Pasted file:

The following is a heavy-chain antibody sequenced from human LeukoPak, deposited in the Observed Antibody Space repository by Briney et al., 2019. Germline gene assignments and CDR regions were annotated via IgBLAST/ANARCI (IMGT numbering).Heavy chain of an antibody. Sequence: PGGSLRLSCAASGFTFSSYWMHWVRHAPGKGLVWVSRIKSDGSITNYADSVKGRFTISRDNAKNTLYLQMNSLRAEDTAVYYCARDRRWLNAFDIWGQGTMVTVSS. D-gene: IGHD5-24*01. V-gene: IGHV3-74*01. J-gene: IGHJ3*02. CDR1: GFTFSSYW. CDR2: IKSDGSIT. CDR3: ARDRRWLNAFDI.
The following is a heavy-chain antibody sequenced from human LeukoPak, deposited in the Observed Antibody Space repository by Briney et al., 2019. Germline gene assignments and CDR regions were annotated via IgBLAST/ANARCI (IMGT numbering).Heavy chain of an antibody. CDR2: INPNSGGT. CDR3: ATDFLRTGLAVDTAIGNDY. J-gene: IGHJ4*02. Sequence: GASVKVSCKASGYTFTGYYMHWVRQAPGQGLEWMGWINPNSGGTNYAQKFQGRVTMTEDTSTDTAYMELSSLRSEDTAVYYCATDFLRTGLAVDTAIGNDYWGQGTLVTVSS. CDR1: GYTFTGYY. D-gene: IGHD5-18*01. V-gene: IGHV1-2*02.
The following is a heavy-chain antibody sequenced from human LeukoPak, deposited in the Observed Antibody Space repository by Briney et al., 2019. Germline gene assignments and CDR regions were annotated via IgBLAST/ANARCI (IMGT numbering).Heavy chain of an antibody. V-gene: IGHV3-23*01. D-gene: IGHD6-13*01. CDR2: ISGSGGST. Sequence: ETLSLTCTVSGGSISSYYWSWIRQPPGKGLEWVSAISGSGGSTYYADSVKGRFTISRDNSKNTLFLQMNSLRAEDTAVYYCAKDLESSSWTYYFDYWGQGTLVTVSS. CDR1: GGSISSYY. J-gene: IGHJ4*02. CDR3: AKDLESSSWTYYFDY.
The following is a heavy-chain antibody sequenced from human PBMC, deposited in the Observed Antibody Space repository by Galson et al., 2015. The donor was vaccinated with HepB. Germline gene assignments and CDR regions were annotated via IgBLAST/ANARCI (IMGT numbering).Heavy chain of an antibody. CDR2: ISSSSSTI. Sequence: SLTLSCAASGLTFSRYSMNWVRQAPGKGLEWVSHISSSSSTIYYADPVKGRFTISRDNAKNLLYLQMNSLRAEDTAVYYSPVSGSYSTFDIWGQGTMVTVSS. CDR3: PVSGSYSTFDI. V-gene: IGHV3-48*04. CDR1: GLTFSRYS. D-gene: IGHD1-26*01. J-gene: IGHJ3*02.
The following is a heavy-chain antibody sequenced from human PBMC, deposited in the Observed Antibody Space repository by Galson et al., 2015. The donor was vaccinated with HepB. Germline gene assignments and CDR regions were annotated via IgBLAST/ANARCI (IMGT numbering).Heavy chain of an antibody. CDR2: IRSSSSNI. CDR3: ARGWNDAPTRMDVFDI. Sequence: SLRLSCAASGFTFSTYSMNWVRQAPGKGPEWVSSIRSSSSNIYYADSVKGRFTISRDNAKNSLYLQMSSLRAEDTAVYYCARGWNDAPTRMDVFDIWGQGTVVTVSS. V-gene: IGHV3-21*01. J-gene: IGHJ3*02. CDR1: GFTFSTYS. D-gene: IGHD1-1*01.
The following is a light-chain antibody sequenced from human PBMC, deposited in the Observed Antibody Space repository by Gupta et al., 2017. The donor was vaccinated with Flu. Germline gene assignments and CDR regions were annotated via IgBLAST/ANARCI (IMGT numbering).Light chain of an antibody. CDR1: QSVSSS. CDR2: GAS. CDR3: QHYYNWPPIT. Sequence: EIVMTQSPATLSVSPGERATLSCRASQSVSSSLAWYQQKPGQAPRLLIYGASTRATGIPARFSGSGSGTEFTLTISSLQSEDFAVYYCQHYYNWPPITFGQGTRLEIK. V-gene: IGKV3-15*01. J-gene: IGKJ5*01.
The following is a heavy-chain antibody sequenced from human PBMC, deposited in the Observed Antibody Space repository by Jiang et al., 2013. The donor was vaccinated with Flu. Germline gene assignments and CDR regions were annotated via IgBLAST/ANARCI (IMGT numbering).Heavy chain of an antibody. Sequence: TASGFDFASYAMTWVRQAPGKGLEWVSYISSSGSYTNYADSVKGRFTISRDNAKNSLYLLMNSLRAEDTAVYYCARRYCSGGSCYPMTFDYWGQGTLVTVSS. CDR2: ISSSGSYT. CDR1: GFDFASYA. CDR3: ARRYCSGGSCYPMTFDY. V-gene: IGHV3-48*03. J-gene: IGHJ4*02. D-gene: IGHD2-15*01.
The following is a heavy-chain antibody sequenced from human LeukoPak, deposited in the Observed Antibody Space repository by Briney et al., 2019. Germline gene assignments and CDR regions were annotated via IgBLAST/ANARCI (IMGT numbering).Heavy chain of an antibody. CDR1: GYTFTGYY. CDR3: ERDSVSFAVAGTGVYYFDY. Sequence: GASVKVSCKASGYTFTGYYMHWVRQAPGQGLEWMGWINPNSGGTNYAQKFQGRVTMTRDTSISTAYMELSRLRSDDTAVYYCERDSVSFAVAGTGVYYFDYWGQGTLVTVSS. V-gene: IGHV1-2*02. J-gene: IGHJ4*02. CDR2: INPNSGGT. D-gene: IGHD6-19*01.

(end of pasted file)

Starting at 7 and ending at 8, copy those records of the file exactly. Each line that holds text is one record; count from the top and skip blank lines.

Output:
The following is a heavy-chain antibody sequenced from human PBMC, deposited in the Observed Antibody Space repository by Jiang et al., 2013. The donor was vaccinated with Flu. Germline gene assignments and CDR regions were annotated via IgBLAST/ANARCI (IMGT numbering).Heavy chain of an antibody. Sequence: TASGFDFASYAMTWVRQAPGKGLEWVSYISSSGSYTNYADSVKGRFTISRDNAKNSLYLLMNSLRAEDTAVYYCARRYCSGGSCYPMTFDYWGQGTLVTVSS. CDR2: ISSSGSYT. CDR1: GFDFASYA. CDR3: ARRYCSGGSCYPMTFDY. V-gene: IGHV3-48*03. J-gene: IGHJ4*02. D-gene: IGHD2-15*01.
The following is a heavy-chain antibody sequenced from human LeukoPak, deposited in the Observed Antibody Space repository by Briney et al., 2019. Germline gene assignments and CDR regions were annotated via IgBLAST/ANARCI (IMGT numbering).Heavy chain of an antibody. CDR1: GYTFTGYY. CDR3: ERDSVSFAVAGTGVYYFDY. Sequence: GASVKVSCKASGYTFTGYYMHWVRQAPGQGLEWMGWINPNSGGTNYAQKFQGRVTMTRDTSISTAYMELSRLRSDDTAVYYCERDSVSFAVAGTGVYYFDYWGQGTLVTVSS. V-gene: IGHV1-2*02. J-gene: IGHJ4*02. CDR2: INPNSGGT. D-gene: IGHD6-19*01.